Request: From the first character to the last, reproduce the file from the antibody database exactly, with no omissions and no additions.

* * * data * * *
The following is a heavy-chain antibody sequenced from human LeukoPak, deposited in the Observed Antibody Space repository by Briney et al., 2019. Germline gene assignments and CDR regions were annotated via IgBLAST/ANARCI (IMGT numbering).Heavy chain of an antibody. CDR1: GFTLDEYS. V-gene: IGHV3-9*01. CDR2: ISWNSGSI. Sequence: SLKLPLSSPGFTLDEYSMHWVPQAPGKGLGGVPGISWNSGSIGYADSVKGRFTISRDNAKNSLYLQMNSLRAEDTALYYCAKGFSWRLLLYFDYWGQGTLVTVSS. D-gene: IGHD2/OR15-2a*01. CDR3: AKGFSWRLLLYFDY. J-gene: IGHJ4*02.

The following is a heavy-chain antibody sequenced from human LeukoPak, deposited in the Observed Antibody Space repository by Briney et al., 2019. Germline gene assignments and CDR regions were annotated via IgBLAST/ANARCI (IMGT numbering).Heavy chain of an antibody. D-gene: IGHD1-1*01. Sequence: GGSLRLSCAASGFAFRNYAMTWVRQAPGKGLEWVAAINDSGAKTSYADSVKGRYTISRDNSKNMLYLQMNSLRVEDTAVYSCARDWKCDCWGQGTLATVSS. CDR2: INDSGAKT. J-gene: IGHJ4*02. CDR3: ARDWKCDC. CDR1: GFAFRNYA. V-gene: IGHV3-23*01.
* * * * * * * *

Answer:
The following is a heavy-chain antibody sequenced from human LeukoPak, deposited in the Observed Antibody Space repository by Briney et al., 2019. Germline gene assignments and CDR regions were annotated via IgBLAST/ANARCI (IMGT numbering).Heavy chain of an antibody. CDR1: GFTLDEYS. V-gene: IGHV3-9*01. CDR2: ISWNSGSI. Sequence: SLKLPLSSPGFTLDEYSMHWVPQAPGKGLGGVPGISWNSGSIGYADSVKGRFTISRDNAKNSLYLQMNSLRAEDTALYYCAKGFSWRLLLYFDYWGQGTLVTVSS. D-gene: IGHD2/OR15-2a*01. CDR3: AKGFSWRLLLYFDY. J-gene: IGHJ4*02.

The following is a heavy-chain antibody sequenced from human LeukoPak, deposited in the Observed Antibody Space repository by Briney et al., 2019. Germline gene assignments and CDR regions were annotated via IgBLAST/ANARCI (IMGT numbering).Heavy chain of an antibody. D-gene: IGHD1-1*01. Sequence: GGSLRLSCAASGFAFRNYAMTWVRQAPGKGLEWVAAINDSGAKTSYADSVKGRYTISRDNSKNMLYLQMNSLRVEDTAVYSCARDWKCDCWGQGTLATVSS. CDR2: INDSGAKT. J-gene: IGHJ4*02. CDR3: ARDWKCDC. CDR1: GFAFRNYA. V-gene: IGHV3-23*01.